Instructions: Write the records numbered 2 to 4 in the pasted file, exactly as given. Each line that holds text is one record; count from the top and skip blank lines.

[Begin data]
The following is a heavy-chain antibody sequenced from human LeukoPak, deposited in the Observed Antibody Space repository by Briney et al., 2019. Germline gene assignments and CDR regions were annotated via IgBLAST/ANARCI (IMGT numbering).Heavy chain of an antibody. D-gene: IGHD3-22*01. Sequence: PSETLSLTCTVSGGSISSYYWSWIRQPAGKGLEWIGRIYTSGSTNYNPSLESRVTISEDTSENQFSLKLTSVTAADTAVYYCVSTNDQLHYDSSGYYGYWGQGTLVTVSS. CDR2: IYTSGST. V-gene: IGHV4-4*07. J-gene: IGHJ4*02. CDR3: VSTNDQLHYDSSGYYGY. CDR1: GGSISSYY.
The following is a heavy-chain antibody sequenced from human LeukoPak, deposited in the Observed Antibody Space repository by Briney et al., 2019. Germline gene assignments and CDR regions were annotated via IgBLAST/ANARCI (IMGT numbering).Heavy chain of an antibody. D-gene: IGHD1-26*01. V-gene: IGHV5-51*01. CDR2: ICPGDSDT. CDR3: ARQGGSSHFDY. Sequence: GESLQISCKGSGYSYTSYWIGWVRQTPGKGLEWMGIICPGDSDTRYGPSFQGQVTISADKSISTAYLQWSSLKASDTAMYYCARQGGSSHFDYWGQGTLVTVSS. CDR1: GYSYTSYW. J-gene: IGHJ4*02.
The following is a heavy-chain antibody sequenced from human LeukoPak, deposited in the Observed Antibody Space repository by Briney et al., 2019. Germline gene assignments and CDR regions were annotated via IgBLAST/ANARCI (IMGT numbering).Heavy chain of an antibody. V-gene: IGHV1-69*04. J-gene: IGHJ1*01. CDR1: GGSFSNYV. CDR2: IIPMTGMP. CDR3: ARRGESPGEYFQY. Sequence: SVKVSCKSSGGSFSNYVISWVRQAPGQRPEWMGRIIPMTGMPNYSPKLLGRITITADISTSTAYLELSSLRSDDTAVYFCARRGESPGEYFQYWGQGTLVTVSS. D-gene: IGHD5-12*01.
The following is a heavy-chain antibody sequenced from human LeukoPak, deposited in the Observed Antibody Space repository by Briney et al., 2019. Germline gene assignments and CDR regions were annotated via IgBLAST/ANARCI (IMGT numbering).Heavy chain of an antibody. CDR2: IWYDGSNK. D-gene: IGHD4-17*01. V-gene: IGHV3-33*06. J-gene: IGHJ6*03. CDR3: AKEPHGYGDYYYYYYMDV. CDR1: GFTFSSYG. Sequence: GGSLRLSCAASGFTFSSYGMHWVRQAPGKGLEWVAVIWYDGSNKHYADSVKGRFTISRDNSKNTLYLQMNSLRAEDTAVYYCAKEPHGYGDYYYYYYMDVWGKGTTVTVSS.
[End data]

The following is a heavy-chain antibody sequenced from human LeukoPak, deposited in the Observed Antibody Space repository by Briney et al., 2019. Germline gene assignments and CDR regions were annotated via IgBLAST/ANARCI (IMGT numbering).Heavy chain of an antibody. D-gene: IGHD1-26*01. V-gene: IGHV5-51*01. CDR2: ICPGDSDT. CDR3: ARQGGSSHFDY. Sequence: GESLQISCKGSGYSYTSYWIGWVRQTPGKGLEWMGIICPGDSDTRYGPSFQGQVTISADKSISTAYLQWSSLKASDTAMYYCARQGGSSHFDYWGQGTLVTVSS. CDR1: GYSYTSYW. J-gene: IGHJ4*02.
The following is a heavy-chain antibody sequenced from human LeukoPak, deposited in the Observed Antibody Space repository by Briney et al., 2019. Germline gene assignments and CDR regions were annotated via IgBLAST/ANARCI (IMGT numbering).Heavy chain of an antibody. V-gene: IGHV1-69*04. J-gene: IGHJ1*01. CDR1: GGSFSNYV. CDR2: IIPMTGMP. CDR3: ARRGESPGEYFQY. Sequence: SVKVSCKSSGGSFSNYVISWVRQAPGQRPEWMGRIIPMTGMPNYSPKLLGRITITADISTSTAYLELSSLRSDDTAVYFCARRGESPGEYFQYWGQGTLVTVSS. D-gene: IGHD5-12*01.
The following is a heavy-chain antibody sequenced from human LeukoPak, deposited in the Observed Antibody Space repository by Briney et al., 2019. Germline gene assignments and CDR regions were annotated via IgBLAST/ANARCI (IMGT numbering).Heavy chain of an antibody. CDR2: IWYDGSNK. D-gene: IGHD4-17*01. V-gene: IGHV3-33*06. J-gene: IGHJ6*03. CDR3: AKEPHGYGDYYYYYYMDV. CDR1: GFTFSSYG. Sequence: GGSLRLSCAASGFTFSSYGMHWVRQAPGKGLEWVAVIWYDGSNKHYADSVKGRFTISRDNSKNTLYLQMNSLRAEDTAVYYCAKEPHGYGDYYYYYYMDVWGKGTTVTVSS.